Social and Solidarity Economies: A Brief Introduction

Social and solidarity economies (SSEs) are forms of economic activity which aim to harness production, consumption, distribution, investment, and the state and its policies towards the welfare and equality of the people and the environment. They are rooted in the idea of the commons, the environmental and human resources available to any given community. SSEs treat the commons both as the means and ends of economic activity. In order to respect collective well-being, economic activity must not be environmentally unsustainable as this is an unfair destruction of shared resources. Neither must it be socially disruptive or exploitative, as this goes against the fundamental goal of communal and social equity. The values on which SSEs base economic development include:

1. The sovereignty of the people through social, political and economic democracy, and local decision-making and management.

2. Solidarity and cooperation both at the regional and global level.

3. Social, political and economic equity.

4. Sustainability and environmentalism.

5. Pluralism, the acceptance of diversity within the movement

SSEs stand in stark contrast to the current global paradigm, neoliberal capitalism. Because the central dynamic of a capitalist economy is the accumulation of and competition over surplus wealth by a small number of wealthy individuals, capitalism places an emphasis on a blind growth and private profit at the expense of environmental and humanitarian sustainability. SSEs seek to change this dynamic by framing economic activity not as an inescapable dynamic of rampant growth and surplus for the interest of the few, but as a social issue of determining the appropriate use of produced surplus for the common good. Because all economic activity is derived from the commons, it must also sustain and be reinvested in the commons.

A Brief History of Social and Solidarity Economies

The concept of ‘social economy’ is most commonly used in France and Québec, and its origins lie in France c. 1830. Today social economies mainly refer to the third sector, which includes enterprises such as cooperatives, mutual societies, associations and foundations. Most definitions see the third sector as complementary to the first, private sector, and the second public sector. What unites the multitude of third sector initiatives is their commitment to social aims rather than profit. Although social economies can be seen as a ‘voluntary’ part of a capitalist economy, many social economies see themselves as steps towards a more thorough economic transformation, coinciding with the aims of solidarity economy initiatives.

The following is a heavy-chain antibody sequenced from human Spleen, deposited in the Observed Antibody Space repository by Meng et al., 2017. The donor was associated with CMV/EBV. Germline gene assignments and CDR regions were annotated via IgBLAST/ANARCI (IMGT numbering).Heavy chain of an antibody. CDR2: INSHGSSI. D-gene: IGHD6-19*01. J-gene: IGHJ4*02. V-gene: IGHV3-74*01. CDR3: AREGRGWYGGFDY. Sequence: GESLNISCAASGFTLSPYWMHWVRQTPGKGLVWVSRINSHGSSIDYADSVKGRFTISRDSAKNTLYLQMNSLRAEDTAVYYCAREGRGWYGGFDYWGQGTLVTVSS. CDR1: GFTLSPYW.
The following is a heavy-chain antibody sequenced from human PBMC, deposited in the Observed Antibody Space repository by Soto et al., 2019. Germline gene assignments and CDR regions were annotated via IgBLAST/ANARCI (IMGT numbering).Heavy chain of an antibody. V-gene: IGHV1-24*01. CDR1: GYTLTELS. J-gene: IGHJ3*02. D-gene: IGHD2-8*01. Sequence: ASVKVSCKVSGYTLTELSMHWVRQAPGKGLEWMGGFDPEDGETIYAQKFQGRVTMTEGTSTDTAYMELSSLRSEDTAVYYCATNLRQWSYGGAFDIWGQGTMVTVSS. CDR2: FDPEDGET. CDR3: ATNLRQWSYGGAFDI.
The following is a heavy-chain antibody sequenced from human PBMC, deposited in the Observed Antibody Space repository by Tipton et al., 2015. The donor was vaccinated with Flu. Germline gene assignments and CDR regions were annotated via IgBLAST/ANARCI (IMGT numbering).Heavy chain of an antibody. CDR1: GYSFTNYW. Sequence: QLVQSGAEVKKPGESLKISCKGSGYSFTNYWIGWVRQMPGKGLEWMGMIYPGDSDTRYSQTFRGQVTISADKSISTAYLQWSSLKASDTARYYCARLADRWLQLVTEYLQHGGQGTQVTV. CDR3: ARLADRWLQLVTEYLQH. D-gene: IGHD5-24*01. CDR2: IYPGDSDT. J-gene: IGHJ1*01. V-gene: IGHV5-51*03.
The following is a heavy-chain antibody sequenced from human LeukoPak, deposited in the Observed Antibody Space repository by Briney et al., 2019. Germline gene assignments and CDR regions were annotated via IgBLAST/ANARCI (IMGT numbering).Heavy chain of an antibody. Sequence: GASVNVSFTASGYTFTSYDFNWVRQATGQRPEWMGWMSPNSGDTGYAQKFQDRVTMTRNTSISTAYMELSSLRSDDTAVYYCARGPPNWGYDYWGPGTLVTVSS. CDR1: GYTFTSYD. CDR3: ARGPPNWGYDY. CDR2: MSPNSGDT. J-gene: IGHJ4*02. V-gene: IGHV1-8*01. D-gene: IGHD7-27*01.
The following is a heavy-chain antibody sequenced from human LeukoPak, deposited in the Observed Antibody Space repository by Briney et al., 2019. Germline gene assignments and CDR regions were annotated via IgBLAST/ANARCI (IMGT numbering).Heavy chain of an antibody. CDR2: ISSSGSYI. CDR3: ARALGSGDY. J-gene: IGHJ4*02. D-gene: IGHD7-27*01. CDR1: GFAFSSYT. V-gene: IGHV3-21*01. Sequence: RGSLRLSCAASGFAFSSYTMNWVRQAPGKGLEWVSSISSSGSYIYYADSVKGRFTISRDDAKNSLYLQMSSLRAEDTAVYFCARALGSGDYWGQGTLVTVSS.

Solidarity economies, in turn, have mainly been developed in pre-Franco Spain and Latin America. While social economies usually aim to influence or complement the shortcomings of the private and public sectors, solidarity economies have a larger political vision of transforming the current economic paradigm from one based on profit to one based on inter-communal altruism and wellbeing. In practical terms, this transformation is brought about by practices such as favouring organic production, democratic decision making, worker-managed or owned workplaces and fair wages. In Colombia and Chile, economía solidaria was borne out of the countries’ vibrant cooperative movements. These movements did not merely seek to pursue solidarity and cooperation with groups that shared similar interests, but also largely unrelated and far smaller, local initiatives that shared their economic goal of social well-being and cross-sector transformation.

SSEs as a Movement

What distinguishes SSEs from past economic paradigms is that SSEs do not adhere to a specific economic theory or social ideology. The movement is unified only by the common goals and values of its practitioners. As a result of this pluralism, SSEs take the form of many different kinds of organisations and movements, all of which do not necessarily identify themselves as SSEs. Time banks, support groups, agreements between local food providers and retailers, and traditional industrial cooperatives are all examples of SSEs in practice. The challenge within the movement is thus to form networks and alliances for different practitioners to aid and learn from each other. Most SSE enterprises tend to be small.

Currently the most developed solidarity economy is located in Brazil, where approximately 1.8 million people are working within the solidarity economy system. The Brazilian Forum of Solidarity Economy (FBES) has met since 2001, and the government has made it official policy to fund and promote university-based think-tanks to aid and create networks amongst SSE initiatives in the country.

SSEs have formed across the globe as natural reactions to the economic and political devastation modern economic policies have inflicted upon communities across the world. Today we face two major crises. Firstly, we face the rapid growth of social and economic inequality, which has led to the erosion of democracy and popular sovereignty as national and international institutions have hijacked by the wealthy to serve their own interests. Secondly, the imperative of blind growth has led to environmental desolation, an ever-increasing depletion of resource, and climate change. SSEs seek to challenge both these trends by allowing people to govern their own lives and workplaces, and dictate the terms and goals for which they work, and by placing ecological sustainability at the heart of its mission. Furthermore, SSE acknowledges the social and collective impact that our actions have on our society and our planet, and affirms our ability to change it for the better.

Written by Oscar Jäntti who is a volunteer in the Kv-solid’s Solidarity Economy in Development Policy project.